The German cavalry in position to cuase real problems for the French. However this was not to be as French artillery fire from the 15th Corps saw their demise, thus saving the French left flank.

The French assaults go in on Poupry. Things don't look good for the Germans.

The Germans are pushed back and the French move into Poupry.

Both sides face each other, but it will be hard for the Germans to take back Poupry without artillery support or other troops.

The Germans try and move troops over to Poupry, but it will take time before they are in position to aid an assault.

The French have strengthened their position at Poupry, making it an even harder task than it was.

At Lumeau and Loigny, both sides do not have enough strength left to take offensive operations, especially the Germans who have lost their guns and their cavalry.

The French battered and brusied but still in control of Loigny.

End of Game.
At this point it was obvious that the Germans did not have the strength to take either of the objectives held by the French, certainly without a protracted and potentially bloody assault on Poupry. And this was before more French reinofrcements were due. So looking at how things stood, we called it a day and a French victory.

Post Game Thoughts.
That was an intriguing and fun game, where the action ebbed and flowed, with first the Germans seeming to have the upper hand, only for it to suddenly swing back in favour of the French. So I'll try and sum things up as usual;

Post Game Thoughts.
  • Bath tubbing and reducing the table side did give something that could be played as a mid-week game. Of course it would have been better to have played it as written, but sadly we don't have that luxury. One day it would be nice to replay this as and when time allows. Something for the future that's for certain.
  • The Krupp guns proved to be devastating once again, but Dave wisely chose to target them early on to silence them, which he did rather effectively. I did think about using them against the French gun line early on, but the French troops attacking I took to be a more immediate threat. in hindsight maybe I should have had a go at the French guns, but I might then have lost Lumeau to a combined French assault.
  • The mix of troops quality and armament made for an intriguing game. I didn't know what I was facing, so had to make an informed decision as what to attack (or not) as commanders on the ground would have had to. This fog-of-war really added something to the game. 
  • Prior to the game I went to the rulebook to check something, only to find a few areas we had forgotten about in previous games. Nothing major but re-reading the rules post game did throw up a few points that we had missed. So the old adage of 'read the rules' still holds true!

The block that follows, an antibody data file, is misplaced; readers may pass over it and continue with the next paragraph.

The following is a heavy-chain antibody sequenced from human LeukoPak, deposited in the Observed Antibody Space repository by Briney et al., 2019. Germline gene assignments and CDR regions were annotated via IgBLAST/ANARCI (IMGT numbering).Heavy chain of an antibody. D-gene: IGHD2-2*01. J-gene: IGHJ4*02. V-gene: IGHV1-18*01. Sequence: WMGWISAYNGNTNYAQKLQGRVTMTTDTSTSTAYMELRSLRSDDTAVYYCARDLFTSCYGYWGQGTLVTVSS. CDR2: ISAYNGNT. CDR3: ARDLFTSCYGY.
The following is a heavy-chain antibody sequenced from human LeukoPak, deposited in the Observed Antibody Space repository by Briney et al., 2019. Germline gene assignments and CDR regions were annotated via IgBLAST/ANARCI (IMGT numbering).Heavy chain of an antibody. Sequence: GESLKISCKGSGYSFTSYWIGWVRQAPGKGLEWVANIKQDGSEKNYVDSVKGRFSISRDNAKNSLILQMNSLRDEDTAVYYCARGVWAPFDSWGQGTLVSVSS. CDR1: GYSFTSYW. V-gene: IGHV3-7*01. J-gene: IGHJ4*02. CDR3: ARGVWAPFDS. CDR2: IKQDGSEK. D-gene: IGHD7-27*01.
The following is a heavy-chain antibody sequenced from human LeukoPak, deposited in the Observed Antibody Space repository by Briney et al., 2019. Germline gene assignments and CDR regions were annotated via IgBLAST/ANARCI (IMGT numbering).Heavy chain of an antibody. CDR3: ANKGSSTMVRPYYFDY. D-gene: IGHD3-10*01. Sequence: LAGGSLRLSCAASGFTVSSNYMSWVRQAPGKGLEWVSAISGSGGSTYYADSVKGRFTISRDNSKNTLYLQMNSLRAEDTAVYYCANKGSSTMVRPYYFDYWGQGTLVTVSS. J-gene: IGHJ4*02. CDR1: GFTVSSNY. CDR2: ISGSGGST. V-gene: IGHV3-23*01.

• The German cavalry threatening the French flanks and guns could have turned to game, but some poor die rolls for movement and assaults, put pay to this. However it was nice to have the chance to use them, as often they fail to have areas they can exploit during a game.
  • The French Mitrailleuses are nasty. Enough said.
  • Getting units out of towns is damned hard, unless you can get a good numerical advantage over the defenders, supported by guns. Dave did this admirably well with the attack of the 15th Corps on Poupry.
We are sticking with BBB for the moment and a delayed trip to the Crimea is planned, subject to the usual work and family pressures. Not sure on the scenario, but one with some cavalry and a mix of troops is hoped for, so I'll await and see what Dave comes up with. So until next time...



  1. Enjoyable report, Steve. This appears to be a smallish game with few maneuver elements. How many BMUs were on each side? I am somewhat surprised that the shorter range French guns managed to take out the longer range Krupps. Well done to the French for accomplishing that task. Neat looking Corps and divisional markers.

    1. Glad you enjoyed it Jonathan. In the full game, there is much more room for manouevre and many more units. Roughly speaking the French have a 2:1 advantage, but their units arrive piecemeal and over the two days of the battle. Both sides reinforcements are spread out, with the French not receiving some until the last 3 Turns of the game.

      The French guns rolled well and concentrated their fire. Also in our game both sides started deployed relatively close, nullifying many of the advantages of the Krupp guns.

      The markers are all Dave's handywork and really do look nice on the table. Mine are much more utilitarian due to complete lack (and interest) in cad skills!

  2. Nicely done Steve, I do like the unit labels, the colours are very sympathetic and do not distract.

    1. Thanks Norm and again kudos to Dave for the unit labels.